Objective: To identify the differences of 5-methylcytosine (5-MC) level between primary prostate cancer tissues (PCTs), prostate cancer-adjacent benign tissues (PCABTs), low-grade prostatic intraepithelial neoplasia (LGPIN), and high-grade prostatic intraepithelial neoplasia (HGPIN), and further analysis the 5-MC alterations in prostate cancer with pathologic grade and clinical prognosis.
Materials and methods: Immunohistochemistry method with a 5-MC monoclonal antibody was used to identify the 5-methylcytosine (5-MC) levels in PCTs, PCABTs, LGPIN, and HGPIN specimens in the present study. Statistical analysis with SPSS software (SPSS Inc., Chicago, IL) was used to compare differences of 5-MC levels in the four groups and evaluate the 5-MC alterations in prostate cancer with pathologic grade and clinical prognosis.
Results: We found that 38 of 48 (79.1%) patients studied showed a decrease in 5-MC staining of PCTs compared with PCABTs. The difference in the methylation levels for the PCTs and the PCABTs was highly statistically significant (P < 0.001). Spearman correlation showed there was no statistically significant association between the average score of 5-MC staining and Gleason score sum. Kaplan-Meier survival analysis showed that patient group with no or weak 5-MC staining compared with group with moderate and strong 5-MC staining was associated with better survival of patients, although there was no statistically significant difference between the 2 groups in predicating prognosis (P = 0.385). The average scores of 5-MC staining for LGPIN, HGPIN, PCABTs, and PCTs groups were 6.91, 1.58, 6.63, and 3.10, respectively. The methylation level of HGPIN group, as well as that of PCTs group, was significantly lower than those of LGPIN (P < 0.001; P < 0.001) and PCABTs groups (P < 0.001; P < 0.001), respectively, with the 5-MC levels of PCABTS group similar to that of LGPIN group (P = 0.476). 5-MC levels of HGPIN group was lower than that PCTs group (P = 0.004).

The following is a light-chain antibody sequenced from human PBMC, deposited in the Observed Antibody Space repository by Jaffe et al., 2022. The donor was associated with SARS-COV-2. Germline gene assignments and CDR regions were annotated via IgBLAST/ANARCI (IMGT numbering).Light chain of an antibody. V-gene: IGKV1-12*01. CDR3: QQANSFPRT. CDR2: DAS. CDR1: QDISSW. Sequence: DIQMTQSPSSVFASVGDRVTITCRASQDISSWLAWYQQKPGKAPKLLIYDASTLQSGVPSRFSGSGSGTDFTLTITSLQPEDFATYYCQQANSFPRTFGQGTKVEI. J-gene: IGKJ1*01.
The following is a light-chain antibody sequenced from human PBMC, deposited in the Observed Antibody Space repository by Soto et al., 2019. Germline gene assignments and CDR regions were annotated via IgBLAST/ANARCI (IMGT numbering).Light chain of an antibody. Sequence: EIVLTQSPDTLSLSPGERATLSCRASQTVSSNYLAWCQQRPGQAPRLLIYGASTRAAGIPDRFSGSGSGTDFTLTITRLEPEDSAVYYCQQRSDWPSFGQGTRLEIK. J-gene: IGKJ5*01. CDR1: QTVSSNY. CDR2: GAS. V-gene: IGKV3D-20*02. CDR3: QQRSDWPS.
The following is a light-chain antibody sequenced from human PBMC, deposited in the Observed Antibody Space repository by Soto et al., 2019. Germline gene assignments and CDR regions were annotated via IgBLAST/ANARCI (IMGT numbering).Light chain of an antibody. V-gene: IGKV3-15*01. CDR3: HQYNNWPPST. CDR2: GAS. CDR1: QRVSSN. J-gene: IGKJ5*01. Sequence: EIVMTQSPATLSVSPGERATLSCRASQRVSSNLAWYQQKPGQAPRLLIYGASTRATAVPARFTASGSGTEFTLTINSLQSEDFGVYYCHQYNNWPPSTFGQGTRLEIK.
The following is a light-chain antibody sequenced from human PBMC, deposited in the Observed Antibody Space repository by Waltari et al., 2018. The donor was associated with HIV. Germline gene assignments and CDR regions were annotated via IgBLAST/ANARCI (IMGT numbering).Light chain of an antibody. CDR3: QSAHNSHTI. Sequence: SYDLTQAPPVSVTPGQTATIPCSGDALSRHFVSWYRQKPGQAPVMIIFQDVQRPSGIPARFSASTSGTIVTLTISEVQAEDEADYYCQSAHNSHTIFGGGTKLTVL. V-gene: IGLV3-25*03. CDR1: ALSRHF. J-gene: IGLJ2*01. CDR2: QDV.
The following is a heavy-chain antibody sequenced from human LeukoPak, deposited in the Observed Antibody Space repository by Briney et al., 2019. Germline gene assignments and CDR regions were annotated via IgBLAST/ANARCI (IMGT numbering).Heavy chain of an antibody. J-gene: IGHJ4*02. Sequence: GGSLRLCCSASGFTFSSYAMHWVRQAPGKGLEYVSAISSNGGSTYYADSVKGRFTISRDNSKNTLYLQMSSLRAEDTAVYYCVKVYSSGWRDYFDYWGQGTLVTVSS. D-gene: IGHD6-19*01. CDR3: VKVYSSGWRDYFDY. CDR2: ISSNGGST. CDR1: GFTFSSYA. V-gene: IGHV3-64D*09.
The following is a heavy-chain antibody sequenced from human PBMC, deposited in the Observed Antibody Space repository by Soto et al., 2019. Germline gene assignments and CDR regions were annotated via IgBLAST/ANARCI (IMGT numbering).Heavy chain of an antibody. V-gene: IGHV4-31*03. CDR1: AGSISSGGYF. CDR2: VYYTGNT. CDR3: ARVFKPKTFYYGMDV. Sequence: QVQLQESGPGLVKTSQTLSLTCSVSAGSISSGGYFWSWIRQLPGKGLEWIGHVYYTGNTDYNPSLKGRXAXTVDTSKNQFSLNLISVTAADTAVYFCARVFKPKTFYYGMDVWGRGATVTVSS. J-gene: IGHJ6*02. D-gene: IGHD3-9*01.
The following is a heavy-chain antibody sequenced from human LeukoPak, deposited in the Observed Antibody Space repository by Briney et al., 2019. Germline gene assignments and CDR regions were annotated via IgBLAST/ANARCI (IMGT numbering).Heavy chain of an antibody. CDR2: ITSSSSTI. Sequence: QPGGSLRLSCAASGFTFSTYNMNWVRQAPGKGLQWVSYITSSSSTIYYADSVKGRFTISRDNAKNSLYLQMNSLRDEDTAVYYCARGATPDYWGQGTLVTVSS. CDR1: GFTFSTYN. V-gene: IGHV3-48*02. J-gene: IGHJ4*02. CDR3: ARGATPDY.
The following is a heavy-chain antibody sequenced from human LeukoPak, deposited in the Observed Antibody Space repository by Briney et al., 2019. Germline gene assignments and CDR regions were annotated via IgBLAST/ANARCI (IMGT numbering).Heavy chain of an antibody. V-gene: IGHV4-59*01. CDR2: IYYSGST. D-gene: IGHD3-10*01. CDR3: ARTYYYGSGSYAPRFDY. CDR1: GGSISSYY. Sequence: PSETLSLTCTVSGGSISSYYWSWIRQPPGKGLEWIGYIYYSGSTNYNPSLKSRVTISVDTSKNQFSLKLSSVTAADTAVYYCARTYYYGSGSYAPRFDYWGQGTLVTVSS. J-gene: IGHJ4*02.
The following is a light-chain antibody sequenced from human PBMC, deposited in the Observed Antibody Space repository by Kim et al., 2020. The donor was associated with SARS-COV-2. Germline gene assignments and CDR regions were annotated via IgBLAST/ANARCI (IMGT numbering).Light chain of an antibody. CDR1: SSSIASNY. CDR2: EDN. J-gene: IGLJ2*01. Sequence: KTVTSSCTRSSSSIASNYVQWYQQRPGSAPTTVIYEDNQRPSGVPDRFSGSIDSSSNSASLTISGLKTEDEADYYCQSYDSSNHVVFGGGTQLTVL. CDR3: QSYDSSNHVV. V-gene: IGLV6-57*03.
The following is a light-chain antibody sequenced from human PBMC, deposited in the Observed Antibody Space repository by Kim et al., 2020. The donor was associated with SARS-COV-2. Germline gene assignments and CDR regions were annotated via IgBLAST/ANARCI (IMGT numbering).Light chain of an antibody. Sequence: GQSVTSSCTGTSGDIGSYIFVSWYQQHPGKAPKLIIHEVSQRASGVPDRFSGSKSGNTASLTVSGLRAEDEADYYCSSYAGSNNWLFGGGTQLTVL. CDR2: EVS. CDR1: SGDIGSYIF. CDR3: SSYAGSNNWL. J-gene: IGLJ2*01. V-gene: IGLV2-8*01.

Conclusions: We found that global DNA methylation was low in most prostate cancer compared with benign regions from the same patient's sections. None of the DNA hypomethylation changes in primary cancers were associated with pathologic grade and clinical prognosis. In addition, immunohistochemistry showed that the global methylation was lower in HGPIN compared with LGPIN and methylcytosine staining in HGPIN was lower than that of PCTs. The results suggest that global DNA hypomethylation might play an important role in the process of prostate cancer initiation rather than progression.
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